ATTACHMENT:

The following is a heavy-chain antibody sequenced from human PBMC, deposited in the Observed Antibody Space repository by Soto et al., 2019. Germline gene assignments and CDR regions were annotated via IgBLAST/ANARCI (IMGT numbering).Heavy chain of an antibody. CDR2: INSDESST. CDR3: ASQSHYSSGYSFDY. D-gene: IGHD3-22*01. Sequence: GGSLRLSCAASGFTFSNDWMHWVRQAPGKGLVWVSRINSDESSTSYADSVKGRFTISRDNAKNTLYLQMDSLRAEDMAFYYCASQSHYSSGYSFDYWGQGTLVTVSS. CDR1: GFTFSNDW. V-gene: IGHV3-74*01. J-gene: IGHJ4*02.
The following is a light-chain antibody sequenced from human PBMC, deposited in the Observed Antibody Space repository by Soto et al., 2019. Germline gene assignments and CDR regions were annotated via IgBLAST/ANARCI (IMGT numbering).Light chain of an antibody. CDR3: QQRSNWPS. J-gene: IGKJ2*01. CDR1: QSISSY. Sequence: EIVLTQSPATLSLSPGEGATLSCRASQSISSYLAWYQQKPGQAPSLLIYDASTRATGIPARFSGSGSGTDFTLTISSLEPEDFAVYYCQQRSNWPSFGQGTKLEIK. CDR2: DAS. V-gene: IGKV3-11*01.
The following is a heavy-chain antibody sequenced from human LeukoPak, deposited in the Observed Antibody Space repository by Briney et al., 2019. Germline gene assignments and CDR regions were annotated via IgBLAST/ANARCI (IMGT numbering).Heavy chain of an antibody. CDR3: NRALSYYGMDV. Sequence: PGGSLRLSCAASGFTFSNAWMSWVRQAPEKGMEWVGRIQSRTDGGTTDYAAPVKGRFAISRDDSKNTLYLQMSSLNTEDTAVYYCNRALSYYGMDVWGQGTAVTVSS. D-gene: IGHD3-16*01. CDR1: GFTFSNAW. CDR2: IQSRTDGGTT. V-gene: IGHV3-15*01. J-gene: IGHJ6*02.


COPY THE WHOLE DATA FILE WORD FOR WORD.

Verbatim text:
The following is a heavy-chain antibody sequenced from human PBMC, deposited in the Observed Antibody Space repository by Soto et al., 2019. Germline gene assignments and CDR regions were annotated via IgBLAST/ANARCI (IMGT numbering).Heavy chain of an antibody. CDR2: INSDESST. CDR3: ASQSHYSSGYSFDY. D-gene: IGHD3-22*01. Sequence: GGSLRLSCAASGFTFSNDWMHWVRQAPGKGLVWVSRINSDESSTSYADSVKGRFTISRDNAKNTLYLQMDSLRAEDMAFYYCASQSHYSSGYSFDYWGQGTLVTVSS. CDR1: GFTFSNDW. V-gene: IGHV3-74*01. J-gene: IGHJ4*02.
The following is a light-chain antibody sequenced from human PBMC, deposited in the Observed Antibody Space repository by Soto et al., 2019. Germline gene assignments and CDR regions were annotated via IgBLAST/ANARCI (IMGT numbering).Light chain of an antibody. CDR3: QQRSNWPS. J-gene: IGKJ2*01. CDR1: QSISSY. Sequence: EIVLTQSPATLSLSPGEGATLSCRASQSISSYLAWYQQKPGQAPSLLIYDASTRATGIPARFSGSGSGTDFTLTISSLEPEDFAVYYCQQRSNWPSFGQGTKLEIK. CDR2: DAS. V-gene: IGKV3-11*01.
The following is a heavy-chain antibody sequenced from human LeukoPak, deposited in the Observed Antibody Space repository by Briney et al., 2019. Germline gene assignments and CDR regions were annotated via IgBLAST/ANARCI (IMGT numbering).Heavy chain of an antibody. CDR3: NRALSYYGMDV. Sequence: PGGSLRLSCAASGFTFSNAWMSWVRQAPEKGMEWVGRIQSRTDGGTTDYAAPVKGRFAISRDDSKNTLYLQMSSLNTEDTAVYYCNRALSYYGMDVWGQGTAVTVSS. D-gene: IGHD3-16*01. CDR1: GFTFSNAW. CDR2: IQSRTDGGTT. V-gene: IGHV3-15*01. J-gene: IGHJ6*02.